Mapping Out the Primary Results
Which precincts McGinn and Murray won in the primary and what it means for the general.
As promised, here's a more detailed analysis of the map we published in Fizz this morning.—Eds.
The paint-splatter aesthetics of this year’s mayoral primary map demonstrate how divided Seattle is. This map shows many instances where candidates “win” precincts with only 20-30 percent of the vote (see the map’s many pale-colored precincts.)
There are striking focal points, though, that suggest opportunities and warnings for both incumbent Mayor Mike McGinn and his challenger, state Sen. Ed Murray (D-43, Capitol Hill), the two candidates who emerged from the primary earlier this month.
Murray, for his part, looks strong in wealthier, establishment areas, but appears to have weak support among Seattle’s working class. McGinn’s laggy primary returns indicate losses in the "suburban" districts of the city, but gains in Seattle’s diverse, southeast neighborhoods suggest he may be surprisingly well-positioned to pick up new voters, and even former Bruce Harrell supporters. (By "suburbs," I'm referring to Seattle's wealthier, more single-family neighborhoods.) Let’s dig in.
Murray racked up significant margins in West Seattle and the moneyed precincts in Queen Anne, North Seattle, and the Lake Washington shore. He also managed to divide the Capitol Hill vote with incumbent McGinn. The clearest map takeaway is primary winner Murray’s success with outer-ring Seattle voters. Murray racked up significant margins in West Seattle and the moneyed precincts in Queen Anne, North Seattle, and the Lake Washington shore.
He also managed to divide the Capitol Hill vote with incumbent McGinn: while McGinn racked up apartment-dwelling urbanists, Murray dominated most places north of Republican Street (see the sea of red around Volunteer Park.) McGinn won many of those precincts north of Republican in the 2009 primary.
Overall, Murray actually edged McGinn on the Hill, 38 percent to 36 percent. This is a change from 2009, when McGinn scored 38 percent here and defeated his nearest opponent (then-incumbent Greg Nickels) by over 15 points. Most of this loss came from the affluent parts north of Republican Street, an area fairly competitive in both the 2009 primary and general.
Murray’s wins with wealthier North Capitol Hil voters weren’t anomalous, either. McGinn suffered broadly in nice, suburban areas, and Seattle has a lot of voters in nice, suburban areas. For example: even with native son Greg Nickels in the 2009 primary, McGinn managed 26 percent in West Seattle in a nearly three-way tie. This year, he was down to 23 percent, losing convincingly. McGinn had similar poor fortune in areas like Laurelhurst and Magnolia.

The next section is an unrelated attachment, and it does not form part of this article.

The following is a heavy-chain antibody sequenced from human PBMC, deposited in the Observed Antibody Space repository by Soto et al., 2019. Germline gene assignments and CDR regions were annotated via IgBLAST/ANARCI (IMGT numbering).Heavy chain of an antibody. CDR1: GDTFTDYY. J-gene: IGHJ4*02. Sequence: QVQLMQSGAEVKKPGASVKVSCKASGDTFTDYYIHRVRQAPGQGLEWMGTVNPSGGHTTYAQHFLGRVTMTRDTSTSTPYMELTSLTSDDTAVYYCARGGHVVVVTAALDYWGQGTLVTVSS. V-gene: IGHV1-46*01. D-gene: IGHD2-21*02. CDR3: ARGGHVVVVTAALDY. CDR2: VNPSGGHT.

McGinn improved in Southeast Seattle, surging from 23 percent in the Rainier Valley in the 2009 primary to 28 percent in 2013.
How did McGinn stay afloat? Many forget that McGinn’s 2009 coalition wasn’t just core-city urbanists. It also included the middle-class suburbs north of the Montlake, beyond inner Fremont and Ballard to Greenwood and Crown Hill. McGinn doesn’t look great here this time (often winning with less than 40 percent), but he managed.
A more promising area for McGinn is Southeast Seattle. He actually improved there, surging from 23 percent in the Rainier Valley in the 2009 primary to 28 percent in 2013. This result is especially impressive because Bruce Harrell had significant traction in this area.
Indeed, Bruce Harrell presents one of the primary’s big questions. Outside of McGinn’s “urban pioneer” vote in places like Columbia City and Lakewood, the southeast was Harrell Country. Murray barely registered in these precincts. Does that indicate McGinn might resonate better with Southeast Seattle voters? Is his coalition broader than people realize? Or, alternatively, did McGinn’s urbanist primary base here represent a near-ceiling?
It’ll take more for McGinn to beat Murray. He needs to darken every place he appears on the primary map, as opposed to seeing the anti-incumbent vote coalesce. To stay on the political map, the mayor must find a way to turn his light-green primary wins into dark-green majorities by November.
Benjamin Anderstone is a Seattle-and-Tacoma-based political consultant who specializes in analyzing voter behavior and election results. Benjamin's work has been featured in the Seattle Times, Seattle Weekly, Fox News's Fox and Friends, Tacoma News Tribune, and at academic summits on political geography. He can be reached at email@example.com.
This analysis was completed by analyzing results of Seattle's nearly 1,000 precincts for the 2013 Mayoral Primary, the 2009 Mayoral Primary, and the 2009 Mayoral General. The results were mapped using MapWindow (mapwindow.org). Coloration represents the candidate receiving the most votes in the precinct; ties indicated with stripes. Color scale adapted from Dave Leip's U.S. Election Atlas (uselectionatlas.org).